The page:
Interrailing has for many years been a typical venture for students both before and after university.
Armed with just a backpack and map, they jump on a train, wanderlust and excited for what Europe has to offer.
From bustling cities erupting with culture and charm to rustic villages hidden amongst phenomenal landscapes, interrailing presents an abundance of opportunities and experiences, without putting you too far out of pocket.
There are more than 40,000 train stations on the InterRail network, with passes being accepted in 30 countries across Europe and varying in length and flexibility.
You can choose to stay within one country or hop between them; the popular option being to plan a route within a specific area of Europe and move from country to country.
There are a number of different passes to choose between, which are available as a Global Pass or One-Country pass. A Global Pass will allow you to go anywhere on the country list within your chosen number of days, whereas a One-Country pass requires you to choose a country and stick to it.
The passes can also be 'Flexi' or 'Continuous'. The former allows you to travel anywhere for a certain number of days, choosing between five days within ten days and ten days within 22 days. The latter is valid on every day of its duration, and is more suited to an extended trip, with options including 15 days, 22 days and one month.
Tom Hall, Editorial Director of Lonely Planet told HuffPost UK: "Inter-Rail may not be quite the carefree voyage into wonderment it once was - supplements and compulsory reservations on many fast trains being a bit of a drag - but it's still hard to beat as the basis of a continent-spanning adventure.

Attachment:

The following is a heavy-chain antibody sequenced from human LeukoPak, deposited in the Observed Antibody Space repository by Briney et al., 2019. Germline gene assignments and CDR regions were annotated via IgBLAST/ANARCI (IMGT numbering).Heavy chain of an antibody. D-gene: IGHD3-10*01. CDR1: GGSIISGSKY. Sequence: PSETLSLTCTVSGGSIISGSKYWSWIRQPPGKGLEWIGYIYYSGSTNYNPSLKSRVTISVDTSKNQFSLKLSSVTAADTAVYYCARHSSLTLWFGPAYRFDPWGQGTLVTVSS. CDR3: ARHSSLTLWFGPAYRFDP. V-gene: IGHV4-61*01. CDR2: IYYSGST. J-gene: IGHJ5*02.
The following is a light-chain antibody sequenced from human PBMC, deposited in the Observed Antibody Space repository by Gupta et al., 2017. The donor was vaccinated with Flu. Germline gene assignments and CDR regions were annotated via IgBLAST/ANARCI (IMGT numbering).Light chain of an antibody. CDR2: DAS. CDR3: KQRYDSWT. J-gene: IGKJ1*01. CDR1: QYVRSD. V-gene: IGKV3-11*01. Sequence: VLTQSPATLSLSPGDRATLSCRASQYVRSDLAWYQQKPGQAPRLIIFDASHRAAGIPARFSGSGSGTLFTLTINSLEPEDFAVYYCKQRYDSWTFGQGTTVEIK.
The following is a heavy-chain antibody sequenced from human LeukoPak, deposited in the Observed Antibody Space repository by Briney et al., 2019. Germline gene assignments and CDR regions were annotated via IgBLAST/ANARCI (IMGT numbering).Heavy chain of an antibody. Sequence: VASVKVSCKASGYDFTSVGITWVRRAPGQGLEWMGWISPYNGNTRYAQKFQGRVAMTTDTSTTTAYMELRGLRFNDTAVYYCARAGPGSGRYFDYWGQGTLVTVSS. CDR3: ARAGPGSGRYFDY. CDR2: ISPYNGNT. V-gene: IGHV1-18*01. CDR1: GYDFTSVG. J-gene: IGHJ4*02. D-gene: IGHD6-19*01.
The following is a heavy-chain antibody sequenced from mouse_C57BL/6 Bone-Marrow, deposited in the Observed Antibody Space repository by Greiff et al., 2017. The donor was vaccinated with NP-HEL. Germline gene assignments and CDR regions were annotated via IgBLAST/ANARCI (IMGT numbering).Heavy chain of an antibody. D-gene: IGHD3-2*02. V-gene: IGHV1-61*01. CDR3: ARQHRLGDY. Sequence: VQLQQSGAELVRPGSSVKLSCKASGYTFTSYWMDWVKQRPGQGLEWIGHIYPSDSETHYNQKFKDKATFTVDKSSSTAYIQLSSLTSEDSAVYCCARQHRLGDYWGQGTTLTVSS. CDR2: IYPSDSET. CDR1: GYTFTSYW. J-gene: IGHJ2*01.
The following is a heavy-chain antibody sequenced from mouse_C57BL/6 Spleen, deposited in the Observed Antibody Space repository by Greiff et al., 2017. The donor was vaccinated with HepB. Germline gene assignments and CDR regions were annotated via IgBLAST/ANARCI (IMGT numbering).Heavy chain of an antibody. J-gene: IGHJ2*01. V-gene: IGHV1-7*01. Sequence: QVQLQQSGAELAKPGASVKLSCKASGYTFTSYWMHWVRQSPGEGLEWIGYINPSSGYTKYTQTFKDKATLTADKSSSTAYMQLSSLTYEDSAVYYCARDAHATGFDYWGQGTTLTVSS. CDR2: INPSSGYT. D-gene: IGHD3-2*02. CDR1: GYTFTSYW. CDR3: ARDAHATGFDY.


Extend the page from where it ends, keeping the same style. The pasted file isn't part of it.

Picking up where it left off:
"There's nothing quite like having one ticket in your hand and realising you can move from Northern Norway to Southern Spain as you please. I'd defy anyone to get one and not have one of the great travel experiences of their lives."
Prices range from 42 euros to just under 1000 euros, depending on the length of time and number of countries you wish to travel to. This means that it is a very accessible option if you are wishing to travel without spending too much money.
Third Year University of Exeter student Sarah Gough went InterRailing with some friends: "It was by far the easiest and cheapest way to see a lot of sights", she told HuffPost UK, "I'd recommend it to anyone."
Students tend to stay in hostels at each location, as they offer the cheapest option and are largely catered for students and young people.
Some young people travel in groups, but it is not uncommon for students travel alone and take on the adventure solo. With so many opportunities to meet other travellers of the same age on route, going alone is not nearly as frightening as it initially sounds.
Thomas Hollands decided to InterRail alone on his gap year. "There are always fellow travellers on the trains or sharing a room with you in the hostel. The easiest way to strike up a conversation after introducing yourself is to ask where they've been so far.
"Also, the number of friends I met on the road who I saw again is surprising. I met two Mexican guests at my hostel in Sofia, whom I later bumped into outside the Blue Mosque in Istanbul", he told HuffPost UK.
Popular routes often begin and end in the same place, with students able to explore Central Europe, Eastern Europe, Scandinavia, Southern Europe, The Balkans and Western Europe.